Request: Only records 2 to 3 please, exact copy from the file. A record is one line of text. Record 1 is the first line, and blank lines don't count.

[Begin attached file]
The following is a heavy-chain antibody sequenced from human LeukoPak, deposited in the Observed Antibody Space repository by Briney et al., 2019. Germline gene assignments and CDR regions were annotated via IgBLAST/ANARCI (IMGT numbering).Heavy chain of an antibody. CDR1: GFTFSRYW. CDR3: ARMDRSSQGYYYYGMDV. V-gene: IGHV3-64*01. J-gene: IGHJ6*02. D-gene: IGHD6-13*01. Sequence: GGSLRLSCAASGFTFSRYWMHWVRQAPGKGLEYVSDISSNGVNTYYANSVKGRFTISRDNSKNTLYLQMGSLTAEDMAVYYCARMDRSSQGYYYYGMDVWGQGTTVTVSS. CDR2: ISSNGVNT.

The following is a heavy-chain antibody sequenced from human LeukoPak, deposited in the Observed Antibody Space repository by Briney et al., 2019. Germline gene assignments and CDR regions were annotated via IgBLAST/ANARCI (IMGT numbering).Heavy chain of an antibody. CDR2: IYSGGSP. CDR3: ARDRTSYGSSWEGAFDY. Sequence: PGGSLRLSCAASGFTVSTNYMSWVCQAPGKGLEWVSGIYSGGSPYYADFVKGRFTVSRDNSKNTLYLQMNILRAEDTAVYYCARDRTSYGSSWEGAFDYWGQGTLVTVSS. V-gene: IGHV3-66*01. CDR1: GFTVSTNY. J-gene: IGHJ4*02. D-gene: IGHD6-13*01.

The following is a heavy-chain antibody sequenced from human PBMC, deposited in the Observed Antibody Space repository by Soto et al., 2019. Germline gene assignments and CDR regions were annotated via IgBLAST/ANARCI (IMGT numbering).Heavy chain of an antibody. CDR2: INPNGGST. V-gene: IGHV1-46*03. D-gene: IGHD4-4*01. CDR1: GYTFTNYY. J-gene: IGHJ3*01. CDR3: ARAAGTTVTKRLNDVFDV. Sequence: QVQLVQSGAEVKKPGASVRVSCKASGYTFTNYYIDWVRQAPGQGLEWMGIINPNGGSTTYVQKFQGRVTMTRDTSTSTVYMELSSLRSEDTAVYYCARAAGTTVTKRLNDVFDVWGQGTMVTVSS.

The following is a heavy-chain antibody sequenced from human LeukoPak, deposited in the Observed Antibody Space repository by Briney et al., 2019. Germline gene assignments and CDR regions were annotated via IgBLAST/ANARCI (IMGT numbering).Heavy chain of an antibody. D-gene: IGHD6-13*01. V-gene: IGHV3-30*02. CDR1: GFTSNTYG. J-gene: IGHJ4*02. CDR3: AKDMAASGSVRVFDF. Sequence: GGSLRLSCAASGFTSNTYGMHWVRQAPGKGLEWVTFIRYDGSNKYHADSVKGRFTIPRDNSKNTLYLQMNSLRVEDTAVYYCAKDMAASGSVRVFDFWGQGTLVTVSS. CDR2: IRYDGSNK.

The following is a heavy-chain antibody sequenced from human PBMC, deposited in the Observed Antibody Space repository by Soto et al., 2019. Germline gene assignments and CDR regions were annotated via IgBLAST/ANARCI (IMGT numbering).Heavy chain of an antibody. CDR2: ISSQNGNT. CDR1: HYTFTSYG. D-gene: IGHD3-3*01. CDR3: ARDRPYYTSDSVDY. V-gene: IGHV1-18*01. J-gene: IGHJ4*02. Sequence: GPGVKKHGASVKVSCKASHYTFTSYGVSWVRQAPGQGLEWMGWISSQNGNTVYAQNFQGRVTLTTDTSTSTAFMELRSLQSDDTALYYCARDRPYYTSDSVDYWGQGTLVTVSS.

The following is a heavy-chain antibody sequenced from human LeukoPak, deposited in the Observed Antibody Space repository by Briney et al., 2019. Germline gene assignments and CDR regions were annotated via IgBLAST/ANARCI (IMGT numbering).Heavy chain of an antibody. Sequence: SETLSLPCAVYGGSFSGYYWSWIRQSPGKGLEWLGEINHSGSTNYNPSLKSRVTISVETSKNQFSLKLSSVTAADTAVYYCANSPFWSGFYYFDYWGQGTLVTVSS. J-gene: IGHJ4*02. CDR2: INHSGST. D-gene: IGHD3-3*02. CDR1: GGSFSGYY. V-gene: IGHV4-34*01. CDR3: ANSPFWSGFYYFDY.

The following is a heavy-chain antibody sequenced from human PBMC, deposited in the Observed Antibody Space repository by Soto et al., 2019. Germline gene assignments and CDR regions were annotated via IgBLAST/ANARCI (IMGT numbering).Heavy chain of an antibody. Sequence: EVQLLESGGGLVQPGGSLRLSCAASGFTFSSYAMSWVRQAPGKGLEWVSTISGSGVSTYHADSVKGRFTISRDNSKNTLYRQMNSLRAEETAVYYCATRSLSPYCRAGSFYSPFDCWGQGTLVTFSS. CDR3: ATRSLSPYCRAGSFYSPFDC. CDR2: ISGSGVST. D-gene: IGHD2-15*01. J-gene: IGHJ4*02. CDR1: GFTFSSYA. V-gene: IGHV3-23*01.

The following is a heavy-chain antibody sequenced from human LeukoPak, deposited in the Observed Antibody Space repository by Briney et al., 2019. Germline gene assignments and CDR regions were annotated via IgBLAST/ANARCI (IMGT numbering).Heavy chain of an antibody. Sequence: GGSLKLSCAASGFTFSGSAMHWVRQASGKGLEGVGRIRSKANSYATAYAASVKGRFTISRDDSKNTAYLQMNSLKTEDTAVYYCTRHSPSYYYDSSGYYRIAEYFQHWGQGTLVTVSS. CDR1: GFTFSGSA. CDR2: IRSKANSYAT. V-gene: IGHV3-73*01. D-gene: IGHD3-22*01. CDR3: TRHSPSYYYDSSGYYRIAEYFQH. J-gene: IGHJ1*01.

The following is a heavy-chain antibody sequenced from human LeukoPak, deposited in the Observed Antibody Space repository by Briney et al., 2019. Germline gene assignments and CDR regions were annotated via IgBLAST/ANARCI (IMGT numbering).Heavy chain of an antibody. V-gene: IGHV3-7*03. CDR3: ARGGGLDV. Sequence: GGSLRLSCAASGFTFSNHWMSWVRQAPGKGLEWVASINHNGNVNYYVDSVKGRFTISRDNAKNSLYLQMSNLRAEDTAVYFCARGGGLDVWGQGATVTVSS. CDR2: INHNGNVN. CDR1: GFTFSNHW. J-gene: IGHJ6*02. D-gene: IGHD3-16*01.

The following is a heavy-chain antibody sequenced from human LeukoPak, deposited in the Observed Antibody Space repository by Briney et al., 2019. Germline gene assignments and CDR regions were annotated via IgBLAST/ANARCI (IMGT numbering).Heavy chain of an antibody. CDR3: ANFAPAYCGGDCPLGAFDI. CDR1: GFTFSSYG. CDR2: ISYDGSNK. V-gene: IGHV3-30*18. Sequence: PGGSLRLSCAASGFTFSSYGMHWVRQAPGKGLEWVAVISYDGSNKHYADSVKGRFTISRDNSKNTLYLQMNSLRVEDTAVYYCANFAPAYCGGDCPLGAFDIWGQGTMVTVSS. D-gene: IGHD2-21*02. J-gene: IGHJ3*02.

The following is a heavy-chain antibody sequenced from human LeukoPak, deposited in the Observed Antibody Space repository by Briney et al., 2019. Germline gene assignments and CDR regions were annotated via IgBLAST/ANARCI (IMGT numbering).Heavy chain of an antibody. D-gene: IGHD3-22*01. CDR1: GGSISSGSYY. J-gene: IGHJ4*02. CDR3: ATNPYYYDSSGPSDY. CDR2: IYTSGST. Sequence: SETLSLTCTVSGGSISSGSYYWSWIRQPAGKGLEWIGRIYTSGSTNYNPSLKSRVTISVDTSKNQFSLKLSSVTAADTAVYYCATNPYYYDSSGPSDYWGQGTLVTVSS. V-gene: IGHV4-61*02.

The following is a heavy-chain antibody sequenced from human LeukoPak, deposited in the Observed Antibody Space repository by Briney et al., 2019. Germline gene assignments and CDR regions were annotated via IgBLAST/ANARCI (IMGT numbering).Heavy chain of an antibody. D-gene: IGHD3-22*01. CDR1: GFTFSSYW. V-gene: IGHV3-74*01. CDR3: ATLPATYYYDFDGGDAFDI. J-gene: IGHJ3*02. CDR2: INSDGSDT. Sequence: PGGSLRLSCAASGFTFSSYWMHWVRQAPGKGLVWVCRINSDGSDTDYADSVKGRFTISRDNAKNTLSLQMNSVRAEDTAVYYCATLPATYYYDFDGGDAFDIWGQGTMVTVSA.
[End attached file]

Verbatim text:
The following is a heavy-chain antibody sequenced from human LeukoPak, deposited in the Observed Antibody Space repository by Briney et al., 2019. Germline gene assignments and CDR regions were annotated via IgBLAST/ANARCI (IMGT numbering).Heavy chain of an antibody. CDR2: IYSGGSP. CDR3: ARDRTSYGSSWEGAFDY. Sequence: PGGSLRLSCAASGFTVSTNYMSWVCQAPGKGLEWVSGIYSGGSPYYADFVKGRFTVSRDNSKNTLYLQMNILRAEDTAVYYCARDRTSYGSSWEGAFDYWGQGTLVTVSS. V-gene: IGHV3-66*01. CDR1: GFTVSTNY. J-gene: IGHJ4*02. D-gene: IGHD6-13*01.

The following is a heavy-chain antibody sequenced from human PBMC, deposited in the Observed Antibody Space repository by Soto et al., 2019. Germline gene assignments and CDR regions were annotated via IgBLAST/ANARCI (IMGT numbering).Heavy chain of an antibody. CDR2: INPNGGST. V-gene: IGHV1-46*03. D-gene: IGHD4-4*01. CDR1: GYTFTNYY. J-gene: IGHJ3*01. CDR3: ARAAGTTVTKRLNDVFDV. Sequence: QVQLVQSGAEVKKPGASVRVSCKASGYTFTNYYIDWVRQAPGQGLEWMGIINPNGGSTTYVQKFQGRVTMTRDTSTSTVYMELSSLRSEDTAVYYCARAAGTTVTKRLNDVFDVWGQGTMVTVSS.